Does climate change mean the end for Spanish sherry, vinos de Jerez?

by Lorraine Williamson
Spanish sherry

 theBad news for Spanish sherry. The micro-organisms responsible for the biological maturation of sherry will be virtually impossible by mid-century due to the expected rise in temperature caused by climate change.  

This is the outcome of a study by the Polytechnic University of Madrid. It also concludes that Spanish sherry wines must adapt to global warming in order to survive. 

The study followed the microorganisms involved for several years. It analysed the effect of climate change on the biological maturation of sherry wines. Researchers followed the thermal behaviour of a winery to then develop a computer model for energy simulation of the building. With this, they carried out simulations of the outdoor climate for future climate change scenarios proposed by the UN Intergovernmental Panel on Climate Change (IPCC). 

Temperature rise in Jerez region 

One of the authors the study, Professor Fernando Ruiz, warned that by mid-century, the average outdoor temperature in the Jerez region will rise by 2.3°C. Moreover, an increase will be even more pronounced during summer, when increases of up to 4ºC are expected. ‘As a result, the temperature in the ripening room will exceed the limits of thermal comfort for the activity of micro-organisms’, which ‘jeopardises the production process in its current model,’ he stressed. 

Velo de flor 

This organic ageing under ‘the layer of flor’, the typical yeast, is what gives Jerez wines their unique character. However, it is precisely this which is now at risk. This ‘velo de flor’ is a biological film composed of a mixture of micro-organisms that protects the wine from the oxidising effects of air. Thus, the evolution or ageing of the wine is not oxidative but biological. The continuous action of this ‘flor is reflected in the appearance of different and particular organoleptic characteristics that make Jerez wines unique.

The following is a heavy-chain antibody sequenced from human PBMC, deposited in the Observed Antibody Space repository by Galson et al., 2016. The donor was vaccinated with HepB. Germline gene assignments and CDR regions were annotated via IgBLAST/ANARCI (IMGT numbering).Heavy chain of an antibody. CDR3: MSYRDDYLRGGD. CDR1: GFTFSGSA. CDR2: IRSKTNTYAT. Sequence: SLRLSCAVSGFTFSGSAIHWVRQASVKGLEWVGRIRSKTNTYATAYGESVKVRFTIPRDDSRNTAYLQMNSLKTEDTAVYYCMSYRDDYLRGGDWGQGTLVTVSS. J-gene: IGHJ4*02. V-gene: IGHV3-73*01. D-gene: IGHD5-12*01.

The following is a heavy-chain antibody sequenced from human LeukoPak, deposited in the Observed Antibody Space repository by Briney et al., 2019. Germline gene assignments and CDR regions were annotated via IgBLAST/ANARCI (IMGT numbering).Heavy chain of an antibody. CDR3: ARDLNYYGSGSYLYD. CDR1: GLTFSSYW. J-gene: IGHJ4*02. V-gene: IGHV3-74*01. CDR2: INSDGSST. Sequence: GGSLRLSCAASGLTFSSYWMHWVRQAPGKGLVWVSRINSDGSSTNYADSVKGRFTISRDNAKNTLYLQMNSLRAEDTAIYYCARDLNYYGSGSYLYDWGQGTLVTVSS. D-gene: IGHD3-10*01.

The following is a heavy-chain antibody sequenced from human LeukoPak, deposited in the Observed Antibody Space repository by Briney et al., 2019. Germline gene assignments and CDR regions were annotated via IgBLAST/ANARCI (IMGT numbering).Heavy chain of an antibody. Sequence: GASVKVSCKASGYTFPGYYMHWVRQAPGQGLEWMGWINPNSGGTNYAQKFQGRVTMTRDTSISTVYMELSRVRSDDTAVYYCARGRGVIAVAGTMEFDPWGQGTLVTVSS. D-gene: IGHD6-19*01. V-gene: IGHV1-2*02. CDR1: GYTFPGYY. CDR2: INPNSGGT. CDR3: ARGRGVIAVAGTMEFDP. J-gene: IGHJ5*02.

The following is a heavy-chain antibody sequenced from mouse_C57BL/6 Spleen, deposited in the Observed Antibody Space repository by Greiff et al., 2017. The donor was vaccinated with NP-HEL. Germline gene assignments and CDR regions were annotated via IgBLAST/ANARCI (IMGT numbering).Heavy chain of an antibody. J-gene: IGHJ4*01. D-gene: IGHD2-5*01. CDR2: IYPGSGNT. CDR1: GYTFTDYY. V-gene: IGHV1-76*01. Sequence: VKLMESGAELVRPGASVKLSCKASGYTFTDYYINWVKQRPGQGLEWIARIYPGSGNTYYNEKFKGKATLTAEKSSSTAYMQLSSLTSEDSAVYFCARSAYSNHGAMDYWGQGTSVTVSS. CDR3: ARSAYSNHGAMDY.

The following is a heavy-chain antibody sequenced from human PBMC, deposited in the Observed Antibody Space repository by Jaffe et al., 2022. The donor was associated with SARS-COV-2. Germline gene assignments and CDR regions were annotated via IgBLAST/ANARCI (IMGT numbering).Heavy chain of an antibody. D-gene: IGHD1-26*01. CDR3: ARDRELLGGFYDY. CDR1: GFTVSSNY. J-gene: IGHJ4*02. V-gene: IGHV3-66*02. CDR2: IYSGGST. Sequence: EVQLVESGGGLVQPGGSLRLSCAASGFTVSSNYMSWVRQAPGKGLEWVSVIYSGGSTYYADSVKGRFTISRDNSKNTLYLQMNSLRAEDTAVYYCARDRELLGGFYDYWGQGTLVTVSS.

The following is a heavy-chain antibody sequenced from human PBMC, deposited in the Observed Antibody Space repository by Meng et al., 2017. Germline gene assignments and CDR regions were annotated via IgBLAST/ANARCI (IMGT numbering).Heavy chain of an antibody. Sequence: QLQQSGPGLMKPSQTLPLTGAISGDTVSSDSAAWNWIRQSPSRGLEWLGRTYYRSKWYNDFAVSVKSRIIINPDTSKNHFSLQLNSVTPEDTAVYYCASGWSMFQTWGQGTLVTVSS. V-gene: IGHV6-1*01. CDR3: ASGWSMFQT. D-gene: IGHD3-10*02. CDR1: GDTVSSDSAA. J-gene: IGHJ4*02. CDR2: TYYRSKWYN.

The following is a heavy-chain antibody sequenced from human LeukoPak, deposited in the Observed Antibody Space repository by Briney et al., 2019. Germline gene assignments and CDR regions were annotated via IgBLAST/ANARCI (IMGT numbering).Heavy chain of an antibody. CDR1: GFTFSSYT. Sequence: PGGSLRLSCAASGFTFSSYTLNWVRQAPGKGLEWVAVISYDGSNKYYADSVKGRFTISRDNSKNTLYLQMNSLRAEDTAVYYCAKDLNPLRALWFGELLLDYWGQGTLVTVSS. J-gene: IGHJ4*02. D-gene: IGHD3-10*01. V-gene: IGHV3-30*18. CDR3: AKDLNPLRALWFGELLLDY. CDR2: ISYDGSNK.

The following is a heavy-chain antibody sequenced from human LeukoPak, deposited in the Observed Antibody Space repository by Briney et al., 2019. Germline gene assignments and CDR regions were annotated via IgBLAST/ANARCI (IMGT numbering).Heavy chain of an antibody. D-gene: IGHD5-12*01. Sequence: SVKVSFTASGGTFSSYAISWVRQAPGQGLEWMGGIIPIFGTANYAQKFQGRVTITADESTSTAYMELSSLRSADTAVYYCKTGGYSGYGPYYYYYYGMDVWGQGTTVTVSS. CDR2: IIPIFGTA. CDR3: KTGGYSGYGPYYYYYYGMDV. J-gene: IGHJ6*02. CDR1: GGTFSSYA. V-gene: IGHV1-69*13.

This biological ageing requires very sensitive and restrictive environmental conditions, with an abundant presence of oxygen. Therefore, ageing traditionally takes place in unique, sometimes more than 100-year-old buildings known as ‘Bodegas Catedral’. Their simple but effective architectural style provide the specific ecological conditions for organic wine ageing. Consequently, they do not have the need for a mechanical air conditioning system. Thus, they are a clear example of sustainable buildings. 

Threat to wine tourism 

The study shows how precisely this traditional production process, which is so strongly influenced by the climatic conditions of the environment, could be affected by global warming. This could threaten the continuity of one of the world’s most important wine tourism destinations. The researchers stress that, after centuries of success, the rise in temperature due to climate change could affect the effectiveness of the cathedral cellars, jeopardising biological ageing by exceeding the limits of activity of the microorganisms involved. A key conclusion of the study is the need to develop a plan of action. This will be necessary to maintain the production and characteristics of sherry wine cellars. 

Also read: The art of Spanish sherry from Jerez

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